- hormonal imbalance near your menstrual cycle
- weak immune system
- poor eating habits, including a lot of sugary foods
- lack of sleep
A specific kind of yeast called Candida albicans causes most yeast infections. These yeast infections are easily treatable.
A different version of Candida might be the cause if you are having recurring yeast infection. A lab test can identify what type of Candida you have.
A doctor will start by asking questions about symptoms, sexual practices and any history of any STIs or previous yeast infections.
They might also perform a pelvic exam to inspect the vulva, vagina, and cervix for signs of infection. A sample of urine or/and vaginal discharge may be sent to a laboratory to confirm the diagnosis.
Laboratory tests are usually ordered if an infection does not go away or keeps returning.
Examining a swab of vaginal discharge under a microscope can reveal if high levels of yeast are present.
Treatment can begin when it is clear whether the infection is uncomplicated or complicated.
Treatment of the infection depends on whether it is complicated or uncomplicated.
Uncomplicated yeast infection
to treat an uncomplicated vaginal candidiasis is ether by Direct vaginal therapy or oral treatment. In direct vaginal therapy the herbal preparations or extract are administered through the vagina while the herbal preparations or extracts are taken orally in the oral treatment.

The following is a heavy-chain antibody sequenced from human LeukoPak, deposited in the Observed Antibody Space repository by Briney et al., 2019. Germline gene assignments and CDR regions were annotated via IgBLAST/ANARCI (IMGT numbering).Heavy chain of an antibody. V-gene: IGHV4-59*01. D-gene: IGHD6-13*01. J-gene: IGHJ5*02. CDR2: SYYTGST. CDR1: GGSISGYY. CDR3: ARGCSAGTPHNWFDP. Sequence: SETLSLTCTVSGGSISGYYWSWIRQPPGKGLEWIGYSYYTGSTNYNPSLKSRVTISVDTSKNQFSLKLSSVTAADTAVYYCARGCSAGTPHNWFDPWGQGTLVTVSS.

Complicated yeast infection
In the case of a complicated vaginal candidiasis, treatment will include the use of long-course vaginal therapy or single/multi plant based oral formulations.
Herbs commonly used in Ghana for the treatment of Candidiasis include:
Momordica charantia- Nyinya
Alchornea codifolia – ogyama
Zanthollylum zanthoxyloides – Okanto
Agreatum conyzoides – Gua koro
Cassia alata – sempe
Allium sativum – Garlic
Azadirachta indica – neem – dua gyene
Aframomum melegueta – fam wisa
Note: contact your medical herbalist before using any of the above or herbs for treatment.
There is no guaranteed way to prevent a Candida infection, certain actions can reduce the risk of developing a vaginal candidiasis.
Women who are susceptible are advised to:
- Avoid douching
- Wear loose fitting pants or skirts
- Do not use feminine deodorant or deodorant pads or tampons
- Wear underwear made from cotton or other natural fibers
- Wash underwear at a high temperature
- Eat a healthy, varied diet
- Avoid tight underwear and pantyhose
- Promptly change wet clothing, for example bathing suits
- Avoid hot tubs and hot baths
Ghana Herbal Pharmacopoeia (1992), 3,32,46,56,100. The Advent Press: Accra, Ghana.
Mshana, N.R., Abbiw, D.K., Addae-Mensah, I., Ahiyi, M.R.A. et al (2000). Traditional medicine and pharmacopoeia. Contribution to the revision of Ethnobotanical and Floristics Studies of Ghana. Organisation of African Unity/Scientific, technical and research committee.
Sobel JD, Ohmit SE, Schuman P, Klein RS, Mayer K, Duerr A, et al. The evolution of Candida spp. and fluconazole susceptibility among oral and vaginal isolates recovered from human immunodeficiency virus (HIV)-seropositive and at-risk HIV-seronegative women. J Infect Dis. 2001;183:286–93.
Vaginal Yeast Infection. https://www.healthline.com/health/vaginal-yeast-infection. Accessed July 30, 2019.
What you need to know about a yeast infection. https://www.medicalnewstoday.com/articles/151172.php. Accessed July 30, 2019.
Candidiasis. https://www.cdc.gov/fungal/diseases/candidiasis/index.html. Accessed July 30, 2019.